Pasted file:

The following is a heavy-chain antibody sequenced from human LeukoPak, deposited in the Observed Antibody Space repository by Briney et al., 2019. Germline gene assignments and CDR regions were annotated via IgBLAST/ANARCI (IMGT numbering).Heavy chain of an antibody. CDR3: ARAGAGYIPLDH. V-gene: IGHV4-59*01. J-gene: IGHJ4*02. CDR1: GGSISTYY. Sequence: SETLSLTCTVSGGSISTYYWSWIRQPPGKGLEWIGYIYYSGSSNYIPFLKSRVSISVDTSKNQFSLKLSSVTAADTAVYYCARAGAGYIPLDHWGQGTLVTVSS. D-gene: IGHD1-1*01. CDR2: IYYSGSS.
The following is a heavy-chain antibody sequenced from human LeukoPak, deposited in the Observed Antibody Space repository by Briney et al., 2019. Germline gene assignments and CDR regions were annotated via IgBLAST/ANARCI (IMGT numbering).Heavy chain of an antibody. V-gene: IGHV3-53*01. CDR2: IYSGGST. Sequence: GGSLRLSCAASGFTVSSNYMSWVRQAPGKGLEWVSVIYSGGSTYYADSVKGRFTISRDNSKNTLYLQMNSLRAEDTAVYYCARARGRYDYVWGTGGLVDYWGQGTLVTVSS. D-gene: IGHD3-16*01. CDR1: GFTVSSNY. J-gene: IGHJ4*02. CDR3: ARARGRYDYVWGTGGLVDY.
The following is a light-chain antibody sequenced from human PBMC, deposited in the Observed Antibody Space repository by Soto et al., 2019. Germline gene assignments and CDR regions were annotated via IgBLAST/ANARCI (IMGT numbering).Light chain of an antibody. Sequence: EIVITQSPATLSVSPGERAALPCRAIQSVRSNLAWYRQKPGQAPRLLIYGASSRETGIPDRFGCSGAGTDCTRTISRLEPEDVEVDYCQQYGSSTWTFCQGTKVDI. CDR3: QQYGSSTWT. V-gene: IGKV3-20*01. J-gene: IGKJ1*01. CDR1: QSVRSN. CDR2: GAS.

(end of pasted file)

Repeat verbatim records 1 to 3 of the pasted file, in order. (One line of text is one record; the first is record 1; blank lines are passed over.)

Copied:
The following is a heavy-chain antibody sequenced from human LeukoPak, deposited in the Observed Antibody Space repository by Briney et al., 2019. Germline gene assignments and CDR regions were annotated via IgBLAST/ANARCI (IMGT numbering).Heavy chain of an antibody. CDR3: ARAGAGYIPLDH. V-gene: IGHV4-59*01. J-gene: IGHJ4*02. CDR1: GGSISTYY. Sequence: SETLSLTCTVSGGSISTYYWSWIRQPPGKGLEWIGYIYYSGSSNYIPFLKSRVSISVDTSKNQFSLKLSSVTAADTAVYYCARAGAGYIPLDHWGQGTLVTVSS. D-gene: IGHD1-1*01. CDR2: IYYSGSS.
The following is a heavy-chain antibody sequenced from human LeukoPak, deposited in the Observed Antibody Space repository by Briney et al., 2019. Germline gene assignments and CDR regions were annotated via IgBLAST/ANARCI (IMGT numbering).Heavy chain of an antibody. V-gene: IGHV3-53*01. CDR2: IYSGGST. Sequence: GGSLRLSCAASGFTVSSNYMSWVRQAPGKGLEWVSVIYSGGSTYYADSVKGRFTISRDNSKNTLYLQMNSLRAEDTAVYYCARARGRYDYVWGTGGLVDYWGQGTLVTVSS. D-gene: IGHD3-16*01. CDR1: GFTVSSNY. J-gene: IGHJ4*02. CDR3: ARARGRYDYVWGTGGLVDY.
The following is a light-chain antibody sequenced from human PBMC, deposited in the Observed Antibody Space repository by Soto et al., 2019. Germline gene assignments and CDR regions were annotated via IgBLAST/ANARCI (IMGT numbering).Light chain of an antibody. Sequence: EIVITQSPATLSVSPGERAALPCRAIQSVRSNLAWYRQKPGQAPRLLIYGASSRETGIPDRFGCSGAGTDCTRTISRLEPEDVEVDYCQQYGSSTWTFCQGTKVDI. CDR3: QQYGSSTWT. V-gene: IGKV3-20*01. J-gene: IGKJ1*01. CDR1: QSVRSN. CDR2: GAS.